Homebuilders have had a difficult time finding labor.
This might sound odd considering that 1.5 million construction workers lost their jobs during the recession and only about 80,000 construction jobs have been added back since the recovery began, says Bank of America’s Michelle Meyer. To get a better sense of the health of the construction labor market, Meyer plots a Beveridge Curve, which looks at the relationship between the unemployment rate and job openings rate, for construction workers.
As you can see by the progression of the dotted red line, the unemployment rate for construction workers has been falling even as job openings have trended higher.
The chart suggests a “less efficient labor market and hence a skill mismatch,” and it also shows tightness in the labor market. From Meyer:
“The two should be negatively correlated — an increase in job openings means a tighter labor market and, therefore, a lower unemployment rate. The slope is important, but so is the placement of the curve. When the curve shifts out, it suggests a less efficient labor market and, hence, skill mismatch. We construct the curve using data from the JOLTS survey back to 2001, marking the different business cycles by color. The data are clearly noisy, but it shows that the curve has shifted in this expansion. As of May, the rate of job openings has jumped to 2.1% while the unemployment rate among construction workers was at 8.6%. The market for construction workers has tightened.”
So, if there were so many jobs lost, and so few gained back, why aren’t there more construction workers out job hunting?
The reasons are varied. Many of these unemployed construction workers went to other sectors like manufacturing. Many found themselves moving to the oil and gas states where the energy industry has been booming. At least some have just left the labor force.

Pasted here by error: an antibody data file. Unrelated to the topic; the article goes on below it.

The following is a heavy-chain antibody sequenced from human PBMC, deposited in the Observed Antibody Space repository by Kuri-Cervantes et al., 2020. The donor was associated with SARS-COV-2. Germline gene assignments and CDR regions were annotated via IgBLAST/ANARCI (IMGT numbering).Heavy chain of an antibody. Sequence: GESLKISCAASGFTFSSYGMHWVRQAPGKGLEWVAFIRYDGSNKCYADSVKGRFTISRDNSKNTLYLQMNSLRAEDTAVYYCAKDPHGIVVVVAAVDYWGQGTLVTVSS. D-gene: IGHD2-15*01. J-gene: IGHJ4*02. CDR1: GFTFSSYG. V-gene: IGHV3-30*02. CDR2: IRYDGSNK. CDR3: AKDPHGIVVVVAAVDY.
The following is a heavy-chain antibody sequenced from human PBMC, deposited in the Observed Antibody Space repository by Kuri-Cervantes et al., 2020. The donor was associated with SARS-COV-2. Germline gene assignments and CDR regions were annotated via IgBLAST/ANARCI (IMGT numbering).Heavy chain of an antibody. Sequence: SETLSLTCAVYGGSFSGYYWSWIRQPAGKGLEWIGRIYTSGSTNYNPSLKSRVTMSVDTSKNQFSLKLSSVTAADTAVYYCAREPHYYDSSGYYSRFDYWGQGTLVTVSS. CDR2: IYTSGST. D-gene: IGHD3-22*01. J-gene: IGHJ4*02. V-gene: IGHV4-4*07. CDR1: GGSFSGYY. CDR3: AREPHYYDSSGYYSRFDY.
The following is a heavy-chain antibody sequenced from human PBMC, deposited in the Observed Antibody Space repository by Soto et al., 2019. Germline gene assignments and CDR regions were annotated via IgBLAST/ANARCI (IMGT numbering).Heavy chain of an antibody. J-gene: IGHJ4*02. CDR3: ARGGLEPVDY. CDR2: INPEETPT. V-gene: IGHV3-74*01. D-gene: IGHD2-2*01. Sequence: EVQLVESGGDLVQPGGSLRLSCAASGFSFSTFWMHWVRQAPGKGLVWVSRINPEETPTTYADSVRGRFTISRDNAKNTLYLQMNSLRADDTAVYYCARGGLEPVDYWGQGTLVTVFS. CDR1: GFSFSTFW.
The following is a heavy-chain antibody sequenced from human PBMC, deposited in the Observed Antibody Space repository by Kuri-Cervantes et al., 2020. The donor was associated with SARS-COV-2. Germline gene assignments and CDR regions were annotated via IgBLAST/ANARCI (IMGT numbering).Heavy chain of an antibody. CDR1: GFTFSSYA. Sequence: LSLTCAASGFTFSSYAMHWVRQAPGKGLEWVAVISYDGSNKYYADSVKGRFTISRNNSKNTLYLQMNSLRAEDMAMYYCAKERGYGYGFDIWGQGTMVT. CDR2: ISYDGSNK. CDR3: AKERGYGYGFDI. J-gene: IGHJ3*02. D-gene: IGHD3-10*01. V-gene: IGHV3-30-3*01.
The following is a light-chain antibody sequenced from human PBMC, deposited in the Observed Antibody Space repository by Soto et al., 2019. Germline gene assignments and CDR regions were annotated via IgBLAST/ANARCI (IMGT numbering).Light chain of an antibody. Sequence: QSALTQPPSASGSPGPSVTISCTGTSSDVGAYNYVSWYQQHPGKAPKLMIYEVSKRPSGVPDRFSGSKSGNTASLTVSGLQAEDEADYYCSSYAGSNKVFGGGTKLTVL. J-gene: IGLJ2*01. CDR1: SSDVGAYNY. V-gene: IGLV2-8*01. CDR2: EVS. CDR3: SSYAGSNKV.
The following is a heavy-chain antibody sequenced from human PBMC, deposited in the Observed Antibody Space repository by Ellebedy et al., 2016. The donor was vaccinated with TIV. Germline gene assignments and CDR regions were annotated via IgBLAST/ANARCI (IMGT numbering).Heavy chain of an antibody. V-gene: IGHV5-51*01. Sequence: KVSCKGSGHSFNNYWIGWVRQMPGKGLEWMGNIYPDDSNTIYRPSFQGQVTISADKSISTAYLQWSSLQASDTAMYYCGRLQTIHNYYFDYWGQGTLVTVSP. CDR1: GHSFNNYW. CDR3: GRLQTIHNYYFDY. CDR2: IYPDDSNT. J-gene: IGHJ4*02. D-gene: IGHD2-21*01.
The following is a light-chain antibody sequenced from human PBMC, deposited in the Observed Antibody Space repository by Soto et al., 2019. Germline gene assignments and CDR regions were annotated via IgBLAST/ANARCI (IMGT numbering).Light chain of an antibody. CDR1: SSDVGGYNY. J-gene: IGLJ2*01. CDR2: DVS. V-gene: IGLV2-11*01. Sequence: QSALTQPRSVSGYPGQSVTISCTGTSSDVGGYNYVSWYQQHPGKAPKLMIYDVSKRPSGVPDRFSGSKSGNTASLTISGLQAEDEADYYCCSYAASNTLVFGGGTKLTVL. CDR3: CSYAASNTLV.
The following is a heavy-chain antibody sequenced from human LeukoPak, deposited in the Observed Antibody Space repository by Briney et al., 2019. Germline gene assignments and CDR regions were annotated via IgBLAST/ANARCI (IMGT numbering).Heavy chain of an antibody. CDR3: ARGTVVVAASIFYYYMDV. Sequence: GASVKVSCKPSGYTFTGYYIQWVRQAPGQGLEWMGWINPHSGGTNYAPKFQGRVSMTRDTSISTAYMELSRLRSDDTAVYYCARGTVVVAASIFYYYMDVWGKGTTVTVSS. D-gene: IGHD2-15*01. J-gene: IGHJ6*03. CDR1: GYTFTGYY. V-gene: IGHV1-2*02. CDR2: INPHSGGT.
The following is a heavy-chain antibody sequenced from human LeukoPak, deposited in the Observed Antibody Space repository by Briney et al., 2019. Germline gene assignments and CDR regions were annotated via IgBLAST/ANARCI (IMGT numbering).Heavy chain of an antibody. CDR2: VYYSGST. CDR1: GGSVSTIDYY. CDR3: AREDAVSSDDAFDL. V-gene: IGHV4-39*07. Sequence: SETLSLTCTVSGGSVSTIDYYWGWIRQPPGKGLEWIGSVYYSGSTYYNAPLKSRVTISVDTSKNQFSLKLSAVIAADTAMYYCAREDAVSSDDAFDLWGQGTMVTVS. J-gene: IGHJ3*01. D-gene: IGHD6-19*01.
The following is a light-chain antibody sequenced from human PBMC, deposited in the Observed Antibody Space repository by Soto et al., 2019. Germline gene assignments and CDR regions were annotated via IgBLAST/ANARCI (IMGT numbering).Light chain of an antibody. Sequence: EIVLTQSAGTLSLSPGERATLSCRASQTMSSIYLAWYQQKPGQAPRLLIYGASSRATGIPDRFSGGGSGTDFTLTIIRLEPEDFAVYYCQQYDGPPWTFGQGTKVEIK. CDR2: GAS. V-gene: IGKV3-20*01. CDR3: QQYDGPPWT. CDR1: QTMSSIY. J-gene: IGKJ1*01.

Meyer argues that many others became self-employed working as renovators or in land scaling.
“These are two sectors which are often part of the “underground” economy (cash payments), and therefore not captured in the official statistics,” she writes.
Another major problem keeping workers away from construction is the lack of attractive wages in homebuilding. Average hourly earnings are still growing very slowly compared to historical levels. They are up 2.2% year-over-year, up from 0.1% YoY in early 2012, but much lower than 2006 peak of 5% growth. Really wage growth has been under 1%.
“Builders are still seemingly worried about profit margins, sacrificing volume for pricing and resisting more expensive labor. We don’t think this is a sustainable model,” writes Meyer.
So it really isn’t much of a mystery. After the housing bubble burst, unemployed construction workers just moved on to better things.